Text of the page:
The district's most visible weapon for fighting water waste is a van painted with cartoon water droplets and a drought-friendly landscape. During the drought, Alison Lokeh would hop in the van to preach conservation. Those were busy days: Lokeh could get 100 calls in a day from residents.

"It was a real wild ride for that couple of years," Lokeh said. "It was tough, but we got through it. And the residents really responded." During the stretch of mandatory water saving, between June 2015 and May 2016, the district cut water use by over 20 percent, compared to the same months in 2013.

Communities in dry, inland areas of Southern California are some of the biggest per capita water users in the state. So the savings in places like Jurupa Valley and Eastvale — the two cities the Jurupa Valley Community Services District serves — were significant.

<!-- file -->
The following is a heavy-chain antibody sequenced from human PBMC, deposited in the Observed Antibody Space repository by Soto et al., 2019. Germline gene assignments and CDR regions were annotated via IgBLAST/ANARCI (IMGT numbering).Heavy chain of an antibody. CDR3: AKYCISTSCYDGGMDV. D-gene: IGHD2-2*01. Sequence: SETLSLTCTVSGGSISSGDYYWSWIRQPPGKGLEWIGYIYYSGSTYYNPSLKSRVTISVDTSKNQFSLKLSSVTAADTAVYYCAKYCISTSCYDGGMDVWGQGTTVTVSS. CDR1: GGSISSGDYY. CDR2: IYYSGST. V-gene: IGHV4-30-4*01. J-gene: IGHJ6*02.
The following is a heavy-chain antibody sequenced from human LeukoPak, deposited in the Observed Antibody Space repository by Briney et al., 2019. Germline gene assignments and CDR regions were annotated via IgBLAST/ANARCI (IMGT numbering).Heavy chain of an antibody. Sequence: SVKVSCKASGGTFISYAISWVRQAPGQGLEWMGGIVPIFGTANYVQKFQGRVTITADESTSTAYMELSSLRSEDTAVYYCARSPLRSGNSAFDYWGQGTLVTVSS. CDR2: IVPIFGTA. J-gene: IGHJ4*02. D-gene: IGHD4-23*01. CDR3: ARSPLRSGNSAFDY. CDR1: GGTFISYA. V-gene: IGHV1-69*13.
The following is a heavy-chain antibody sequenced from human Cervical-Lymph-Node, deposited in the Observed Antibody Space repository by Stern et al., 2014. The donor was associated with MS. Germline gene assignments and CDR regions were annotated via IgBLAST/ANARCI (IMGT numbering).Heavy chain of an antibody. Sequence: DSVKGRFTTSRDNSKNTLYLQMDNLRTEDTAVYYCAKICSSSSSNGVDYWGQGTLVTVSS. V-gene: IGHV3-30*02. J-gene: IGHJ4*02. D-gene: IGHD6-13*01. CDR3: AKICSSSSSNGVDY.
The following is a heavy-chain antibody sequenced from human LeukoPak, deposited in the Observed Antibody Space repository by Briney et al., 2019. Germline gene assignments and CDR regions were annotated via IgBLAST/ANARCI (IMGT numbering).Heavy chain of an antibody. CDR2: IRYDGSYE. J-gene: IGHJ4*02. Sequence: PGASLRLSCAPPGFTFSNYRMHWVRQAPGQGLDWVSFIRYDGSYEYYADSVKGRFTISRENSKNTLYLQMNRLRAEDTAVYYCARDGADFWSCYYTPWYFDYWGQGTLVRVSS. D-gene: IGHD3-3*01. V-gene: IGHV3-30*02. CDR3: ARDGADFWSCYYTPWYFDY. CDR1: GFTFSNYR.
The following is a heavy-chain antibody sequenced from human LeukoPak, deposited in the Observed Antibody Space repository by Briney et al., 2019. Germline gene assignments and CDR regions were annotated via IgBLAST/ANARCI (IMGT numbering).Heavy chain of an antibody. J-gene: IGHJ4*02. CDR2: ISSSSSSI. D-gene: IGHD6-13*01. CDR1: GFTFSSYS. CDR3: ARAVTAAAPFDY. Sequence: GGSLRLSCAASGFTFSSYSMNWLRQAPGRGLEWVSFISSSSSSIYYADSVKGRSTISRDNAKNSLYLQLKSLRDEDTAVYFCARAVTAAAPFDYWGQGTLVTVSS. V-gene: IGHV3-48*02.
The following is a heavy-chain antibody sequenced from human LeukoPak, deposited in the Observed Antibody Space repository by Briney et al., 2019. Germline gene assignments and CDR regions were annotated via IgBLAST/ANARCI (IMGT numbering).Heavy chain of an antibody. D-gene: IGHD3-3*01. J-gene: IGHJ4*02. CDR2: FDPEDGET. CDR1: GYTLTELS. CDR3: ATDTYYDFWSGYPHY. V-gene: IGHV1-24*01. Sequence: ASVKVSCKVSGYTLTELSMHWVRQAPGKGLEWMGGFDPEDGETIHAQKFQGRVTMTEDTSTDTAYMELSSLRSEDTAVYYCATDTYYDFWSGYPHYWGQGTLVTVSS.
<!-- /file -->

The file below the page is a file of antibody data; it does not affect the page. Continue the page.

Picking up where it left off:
But lately, water use has been headed in the other direction.

Jurupa Community Service District: per capita daily residential water use (gallons)

According to state figures, in August this year residents used an average of 190 gallons each day, the second-highest figure the district has posted in 39 months of reporting. The only month water use was higher? July 2017, when it was 207 gallons per person.

"So, do I think water savings could be better? Yeah." Lokeh said.

She contends that a growing population has inflated the per capita numbers, and she points to the fact that the district relies on groundwater, not imported water. The district has no control over lawns in front of many homes, some of which resemble the Wizard of Oz's Emerald City.